Dryad: Maritime Crime in Southeast Asia Booming

Maritime crime incidents across Southeast Asia increased by 38% in the first nine months of 2015 compared to the same period a year earlier, according to the U.K.-based maritime intelligence company, Dryad Maritime, who called upon the three nations surrounding the Singapore Strait, in particular, to provide a permanent security presence to deter criminals and protect maritime trade. 

The number of reported incidents has jumped from 140 on the same nine-month period in 2014 to 194 in 2015. The main focus for criminal gangs in the region has been the petty theft of ships stores as gangs look to steal engine parts and high value machinery for resale on the black market. In total 14 vessels have been hijacked in Southeast Asia in 2015 to date, with only one product tanker, the MT Joaquim, targeted for the purpose of cargo theft in the last quarter (Jul-Sep), when 3,000 metric tonnes of fuel oil were stolen from the vessel.

Dryad Maritime analysts have identified the Singapore Strait as a key area for increased vigilance. Between January and September they recorded 90 instances of theft or attempted theft with more than 80% of these crimes occurring in the Traffic Separation Scheme (TSS) between Pulau Karimun Kecil and Pulau Besar during the hours of darkness.

The Malaysian Maritime Enforcement Agency (MMEA) and Indonesian authorities have made repeated announcements pledging to enhance patrol cooperation and coordination in the region, yet according to Dryad analysts there remains little by way of a regular presence in this particular area.

Dryad Maritime analysts warn that despite the slowdown in fuel siphoning incidents during the last three months, the final quarter of 2015 is likely to see a further increase in hijackings and petty theft.

“In Southeast Asia, the final quarter of the last three years has seen the highest numbers of incidents per quarter and we see no reason why this will not remain the same this year; a year in which we’ve already seen the highest number of incidents in the first nine months,” Ian Millen, Dryad Maritime’s Chief Operating Officer, said.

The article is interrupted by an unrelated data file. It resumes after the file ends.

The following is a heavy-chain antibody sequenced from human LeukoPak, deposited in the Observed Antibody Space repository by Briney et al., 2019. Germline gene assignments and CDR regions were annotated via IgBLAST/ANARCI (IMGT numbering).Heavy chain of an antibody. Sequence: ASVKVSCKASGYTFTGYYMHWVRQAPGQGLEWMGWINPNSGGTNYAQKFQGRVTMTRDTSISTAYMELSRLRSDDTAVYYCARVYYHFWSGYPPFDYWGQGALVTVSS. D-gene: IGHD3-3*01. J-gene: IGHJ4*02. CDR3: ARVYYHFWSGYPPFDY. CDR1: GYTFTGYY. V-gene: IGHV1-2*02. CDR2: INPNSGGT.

”There is a pressing need for a joined-up security effort in the Singapore Strait and other areas. Without a high visual presence from security
agencies, criminal gangs will continue to operate freely with little fear of capture or prosecution.”

Dryad contrasts its report of the worrying increase in Southeast Asia maritime crime with the good news following BIMCO’s recent announcement on a planned reduction of the BMP 4 High Risk Area (HRA).

“By complete contrast, the worrying figures in Southeast Asia come at a time when the combined efforts of the shipping industry, naval forces, armed guards and others have resulted in the first geographical reduction of the Indian Ocean High Risk Area (HRA),” said Mike Edey, Dryad Maritime’s Head of Operations. 

”This is a testament to those who have taken a multi-faceted approach to containing the threat of Somali piracy and the first sign of a long-awaited period of de-escalation in the region. This will bring significant relief to the shipping industry who can, in some cases, transition to more cost-effective and dynamic methods of risk mitigation.”

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